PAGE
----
BBC Newsnight 13.12.17 exposes the danger of burning fire retardant chemicals following the release of Professor Hull’s research. Click here to see the video.
Below is our summary of recently released scientific research. If you’d like to see the full report, click here.
Academic research completed by Professor Hull from the University of Central Lancashire and Manchester Fire Brigade has now been published by Chemosphere, which proves that Cottonsafe® creates the safest available sofabeds and mattresses in the UK – by far!
In 2015, Professor Hull asked us to be involved in the first ever large-scale fire tests to test the toxicity of furniture when burnt. No-one had ever researched the amount of fire toxicants (carbon monoxide and hydrogen cyanide) which is produced when burning the flame-retardant chemicals. It is the smoke, containing these gases, which is likely to kill you in a house fire. His team wanted to compare UK manufactured furniture, with imported furniture from China and Europe and our Cottonsafe® product.
“It has been shown that fire toxicity is the main cause of death and injury in fires, and that upholstery and bedding fires cause a disproportionate number of fatalities, yet there is no requirement to assess the toxicity of burning domestic furniture. This has led to an over-reliance on chemical additives (flame retardants) to meet the UK’s furniture flammability regulations. It is evident that once the ignition occurs, the presence of flame retardants has little effect on the fire growth rate, but does have an adverse effect on the smoke toxicity.”
The results were astonishing;
- Assessment of the effluents’ potential to incapacitate and kill is provided showing the two UK constructed flame retardant sofa-beds to be the most dangerous, followed by the sofa-bed made with European materials. The UK sofa-bed made only from natural materials (Cottonsafe®) burnt very slowly and produced very low concentrations of toxic gases.
In the graphs below our Cottonsafe® material is represented by a green line labelled “FRfreeCS”.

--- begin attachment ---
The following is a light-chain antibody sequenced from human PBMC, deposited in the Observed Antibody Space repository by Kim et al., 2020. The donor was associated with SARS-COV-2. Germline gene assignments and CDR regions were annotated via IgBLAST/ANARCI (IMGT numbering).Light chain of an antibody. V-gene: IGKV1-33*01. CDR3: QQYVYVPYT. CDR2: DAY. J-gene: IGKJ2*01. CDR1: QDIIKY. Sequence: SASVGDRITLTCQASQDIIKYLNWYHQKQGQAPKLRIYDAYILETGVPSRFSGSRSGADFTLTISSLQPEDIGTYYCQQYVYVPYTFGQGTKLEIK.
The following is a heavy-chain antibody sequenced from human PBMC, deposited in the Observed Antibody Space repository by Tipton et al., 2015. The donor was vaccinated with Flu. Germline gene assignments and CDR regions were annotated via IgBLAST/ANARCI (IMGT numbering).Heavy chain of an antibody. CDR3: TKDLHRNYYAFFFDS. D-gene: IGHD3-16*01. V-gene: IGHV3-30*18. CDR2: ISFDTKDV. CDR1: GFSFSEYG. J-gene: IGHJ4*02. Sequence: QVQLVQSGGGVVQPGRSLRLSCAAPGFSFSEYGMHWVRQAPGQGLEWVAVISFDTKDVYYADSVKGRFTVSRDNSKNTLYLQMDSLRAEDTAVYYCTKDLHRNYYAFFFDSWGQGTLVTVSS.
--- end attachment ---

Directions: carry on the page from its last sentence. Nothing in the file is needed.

- The following graph shows concentrations of carbon monoxide:
Normal furniture reaches maximum carbon monoxide output in approximately 10 minutes of burn.
Cottonsafe® (in green) has a considerably lower output.
- This graph shows concentrations of hydrogen cyanide:
Normal furniture reaches maximum hydrogen cyanide output in approximately 10 minutes of burn.
Cottonsafe® (in green) stays very low until 30 minutes after burn providing a much longer escape time.
What does this mean?
- Further research shows the time to reach lethal concentration (assuming 30 minutes exposure in 500 m³):
You can see here that the Cottonsafe® fabric doesn’t reach the lethal concentration until 66 minutes after burn. Most others reach this limit in approximately 10 minutes.
“Reports in the literature show that the UK has the highest levels of flame retardants in household dust in the world (44) which are probably released from upholstered furniture and bedding during its lifetime, negating any potential fire safety benefit from the furniture flammability regulations, while causing problems of endocrine disruption (such as developmental disorders, difficulty in becoming pregnant, and obesity) from inhalation or ingestion of the contaminated dust.”
“One of us (RB) would like to thank Greater Manchester Fire and Rescue Service for provision of a studentship. One of us (RGW) would like to thank West Midlands Fire Service for provision of a studentship. We would all like to thank Mark Dowen of Cottonsafe® Natural Mattress for provision of samples, help and advice, and Lancashire Fire and Rescue Service for provision of test facilities at their Washington Hall training centre.”
44 – Kuang, J., Ma, Y., Harrad, S., Concentrations of “legacy” and novel brominated flame retardants in matched samples of UK kitchen and living room/bedroom dust, (2016) Chemosphere, 149, 224-230.
With Cottonsafe’s® natural engineering we can achieve maximum fire safety with the very minimum toxicity.
Cottonsafe® – Safe from Chemicals and Safe from Fire